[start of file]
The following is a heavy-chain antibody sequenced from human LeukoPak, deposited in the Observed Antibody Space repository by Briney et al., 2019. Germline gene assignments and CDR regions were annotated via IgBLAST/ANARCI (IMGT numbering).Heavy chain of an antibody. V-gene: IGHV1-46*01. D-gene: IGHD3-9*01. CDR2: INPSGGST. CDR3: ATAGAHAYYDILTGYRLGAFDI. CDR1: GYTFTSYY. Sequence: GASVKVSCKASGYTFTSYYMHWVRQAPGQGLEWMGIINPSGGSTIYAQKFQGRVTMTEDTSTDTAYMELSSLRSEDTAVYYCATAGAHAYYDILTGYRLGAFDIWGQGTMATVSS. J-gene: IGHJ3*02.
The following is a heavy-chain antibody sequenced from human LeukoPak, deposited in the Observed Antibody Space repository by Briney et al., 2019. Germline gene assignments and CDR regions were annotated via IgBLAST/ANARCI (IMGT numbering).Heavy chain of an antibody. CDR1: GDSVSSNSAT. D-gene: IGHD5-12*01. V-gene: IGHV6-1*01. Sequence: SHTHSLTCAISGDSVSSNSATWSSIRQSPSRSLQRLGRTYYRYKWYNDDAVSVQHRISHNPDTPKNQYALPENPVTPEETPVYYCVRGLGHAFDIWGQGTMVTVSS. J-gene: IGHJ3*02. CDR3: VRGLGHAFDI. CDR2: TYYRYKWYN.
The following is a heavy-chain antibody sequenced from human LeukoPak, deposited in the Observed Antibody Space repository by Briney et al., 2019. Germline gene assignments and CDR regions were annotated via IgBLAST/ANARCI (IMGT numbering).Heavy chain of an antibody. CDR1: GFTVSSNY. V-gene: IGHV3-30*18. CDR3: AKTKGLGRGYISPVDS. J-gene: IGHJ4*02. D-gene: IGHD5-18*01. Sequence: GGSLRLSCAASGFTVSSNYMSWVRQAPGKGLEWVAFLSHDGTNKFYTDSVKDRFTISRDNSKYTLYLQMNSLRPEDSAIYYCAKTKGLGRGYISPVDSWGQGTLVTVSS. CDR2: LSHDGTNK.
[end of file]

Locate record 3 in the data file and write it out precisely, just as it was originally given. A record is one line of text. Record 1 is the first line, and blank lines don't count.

The following is a heavy-chain antibody sequenced from human LeukoPak, deposited in the Observed Antibody Space repository by Briney et al., 2019. Germline gene assignments and CDR regions were annotated via IgBLAST/ANARCI (IMGT numbering).Heavy chain of an antibody. CDR1: GFTVSSNY. V-gene: IGHV3-30*18. CDR3: AKTKGLGRGYISPVDS. J-gene: IGHJ4*02. D-gene: IGHD5-18*01. Sequence: GGSLRLSCAASGFTVSSNYMSWVRQAPGKGLEWVAFLSHDGTNKFYTDSVKDRFTISRDNSKYTLYLQMNSLRPEDSAIYYCAKTKGLGRGYISPVDSWGQGTLVTVSS. CDR2: LSHDGTNK.